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International Journal of Public Health

, Volume 59, Issue 6, pp 1011–1021 | Cite as

Status of the diabetes epidemic in the Kingdom of Saudi Arabia, 2013

  • Charbel El Bcheraoui
  • Mohammed Basulaiman
  • Marwa Tuffaha
  • Farah Daoud
  • Margaret Robinson
  • Sara Jaber
  • Sarah Mikhitarian
  • Ziad A. Memish
  • Mohammad Al Saeedi
  • Mohammad A. AlMazroa
  • Ali H. MokdadEmail author
Original Article

Abstract

Objectives

In the Kingdom of Saudi Arabia (KSA), current data on diabetes are lacking, and a rise of the epidemic is feared, given the epidemiologic transition in the country. To inform public health authorities on the current status of the diabetes epidemic, we analyzed data from the Saudi Health Interview Survey (SHIS).

Methods

Saudi Health Interview Survey is a cross-sectional national multistage survey of individuals aged 15 years or older. A total of 10,735 participants completed a health questionnaire and were invited to the local health clinics for biomedical exams.

Results

1,745,532 (13.4 %) Saudis aged 15 years or older have diabetes. Among those, 57.8, 20.2, 16.6, and 5.4 % are undiagnosed, treated uncontrolled, treated controlled, and untreated, respectively. Males, older individuals, and those who were previously diagnosed with hypertension or hypercholesterolemia were more likely to be diabetic.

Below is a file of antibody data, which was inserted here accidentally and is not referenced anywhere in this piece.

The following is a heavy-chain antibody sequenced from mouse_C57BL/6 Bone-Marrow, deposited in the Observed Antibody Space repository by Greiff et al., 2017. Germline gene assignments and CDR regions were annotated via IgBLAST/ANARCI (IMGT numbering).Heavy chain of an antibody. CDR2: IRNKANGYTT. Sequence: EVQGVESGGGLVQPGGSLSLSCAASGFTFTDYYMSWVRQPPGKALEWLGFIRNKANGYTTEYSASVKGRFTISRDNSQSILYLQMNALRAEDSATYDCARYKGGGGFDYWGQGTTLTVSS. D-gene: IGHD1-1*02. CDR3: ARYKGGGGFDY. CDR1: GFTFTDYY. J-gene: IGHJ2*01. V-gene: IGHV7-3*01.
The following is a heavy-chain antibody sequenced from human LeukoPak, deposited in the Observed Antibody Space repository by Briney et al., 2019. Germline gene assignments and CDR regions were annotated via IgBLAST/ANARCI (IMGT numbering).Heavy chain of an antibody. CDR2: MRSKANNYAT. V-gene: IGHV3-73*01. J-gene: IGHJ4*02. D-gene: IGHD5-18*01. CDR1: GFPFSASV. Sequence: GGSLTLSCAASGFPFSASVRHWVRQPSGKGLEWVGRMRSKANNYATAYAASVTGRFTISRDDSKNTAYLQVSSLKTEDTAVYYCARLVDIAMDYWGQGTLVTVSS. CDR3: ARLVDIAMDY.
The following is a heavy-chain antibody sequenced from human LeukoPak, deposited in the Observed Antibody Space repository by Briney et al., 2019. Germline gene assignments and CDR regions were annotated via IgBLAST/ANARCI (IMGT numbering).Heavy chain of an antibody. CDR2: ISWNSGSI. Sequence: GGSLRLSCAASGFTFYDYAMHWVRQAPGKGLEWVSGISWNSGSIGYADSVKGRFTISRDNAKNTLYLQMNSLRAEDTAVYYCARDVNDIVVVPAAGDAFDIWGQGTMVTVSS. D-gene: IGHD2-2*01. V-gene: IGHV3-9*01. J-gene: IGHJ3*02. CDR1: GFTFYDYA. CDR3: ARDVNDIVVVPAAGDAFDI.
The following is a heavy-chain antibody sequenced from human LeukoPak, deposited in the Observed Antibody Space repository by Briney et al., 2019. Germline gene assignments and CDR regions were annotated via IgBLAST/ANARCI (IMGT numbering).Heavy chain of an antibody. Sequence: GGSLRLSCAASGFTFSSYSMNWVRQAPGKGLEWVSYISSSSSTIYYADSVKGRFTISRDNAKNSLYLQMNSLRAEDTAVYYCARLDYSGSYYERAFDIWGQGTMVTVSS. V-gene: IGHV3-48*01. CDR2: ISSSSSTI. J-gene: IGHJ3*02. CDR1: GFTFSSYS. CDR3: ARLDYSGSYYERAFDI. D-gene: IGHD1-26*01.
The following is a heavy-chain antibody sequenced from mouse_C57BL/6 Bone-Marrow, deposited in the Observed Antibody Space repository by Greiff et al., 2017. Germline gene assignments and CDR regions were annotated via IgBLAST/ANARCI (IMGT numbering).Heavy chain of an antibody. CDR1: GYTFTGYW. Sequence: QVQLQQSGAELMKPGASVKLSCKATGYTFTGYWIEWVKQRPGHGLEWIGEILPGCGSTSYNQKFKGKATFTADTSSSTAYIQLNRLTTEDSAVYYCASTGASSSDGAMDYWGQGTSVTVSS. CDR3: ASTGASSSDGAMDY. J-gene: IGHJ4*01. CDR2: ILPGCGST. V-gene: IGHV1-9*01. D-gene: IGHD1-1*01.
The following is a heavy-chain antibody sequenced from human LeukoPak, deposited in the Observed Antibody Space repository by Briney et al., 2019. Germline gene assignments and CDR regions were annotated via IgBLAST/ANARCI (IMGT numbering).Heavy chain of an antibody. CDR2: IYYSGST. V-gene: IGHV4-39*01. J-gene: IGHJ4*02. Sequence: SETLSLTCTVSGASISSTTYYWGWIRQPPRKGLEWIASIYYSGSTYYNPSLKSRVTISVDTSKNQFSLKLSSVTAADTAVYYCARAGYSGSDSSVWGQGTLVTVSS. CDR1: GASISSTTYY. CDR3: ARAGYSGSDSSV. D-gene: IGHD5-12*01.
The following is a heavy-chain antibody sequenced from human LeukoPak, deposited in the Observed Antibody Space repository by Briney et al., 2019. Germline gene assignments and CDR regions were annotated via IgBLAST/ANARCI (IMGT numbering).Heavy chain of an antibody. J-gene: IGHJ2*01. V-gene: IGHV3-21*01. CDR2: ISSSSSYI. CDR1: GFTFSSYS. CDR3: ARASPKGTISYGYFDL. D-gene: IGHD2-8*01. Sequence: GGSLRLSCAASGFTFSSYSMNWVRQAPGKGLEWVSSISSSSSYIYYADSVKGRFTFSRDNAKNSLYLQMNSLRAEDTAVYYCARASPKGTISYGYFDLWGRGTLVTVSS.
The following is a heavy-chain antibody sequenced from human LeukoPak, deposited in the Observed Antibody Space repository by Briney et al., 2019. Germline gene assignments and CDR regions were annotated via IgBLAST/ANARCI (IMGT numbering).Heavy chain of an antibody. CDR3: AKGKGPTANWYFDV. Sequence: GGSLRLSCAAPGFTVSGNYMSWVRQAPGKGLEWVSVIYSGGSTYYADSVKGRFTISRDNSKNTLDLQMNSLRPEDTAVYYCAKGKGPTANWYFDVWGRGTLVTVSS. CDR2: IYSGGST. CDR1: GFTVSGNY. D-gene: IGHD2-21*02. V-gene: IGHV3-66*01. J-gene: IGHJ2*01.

Conclusions

Our findings call for increased awareness of pre-diabetes, diabetes, and undiagnosed diabetes in KSA. Combatting diabetes and other non-communicable diseases should be the task of the Ministry of Health and other ministries as well, to offer a comprehensive socio-cultural approach to fighting this epidemic.

Keywords

Saudi Arabia Diabetes Survey Undiagnosed Screening 

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Copyright information

© Swiss School of Public Health 2014

Authors and Affiliations

  • Charbel El Bcheraoui
    • 1
  • Mohammed Basulaiman
    • 2
  • Marwa Tuffaha
    • 1
  • Farah Daoud
    • 1
  • Margaret Robinson
    • 1
  • Sara Jaber
    • 1
  • Sarah Mikhitarian
    • 1
  • Ziad A. Memish
    • 2
  • Mohammad Al Saeedi
    • 2
  • Mohammad A. AlMazroa
    • 2
  • Ali H. Mokdad
    • 1
    Email author
  1. 1.Institute for Health Metrics and EvaluationUniversity of WashingtonSeattleUSA
  2. 2.Ministry of Health of the Kingdom of Saudi ArabiaAl Murabba RiyadhSaudi Arabia

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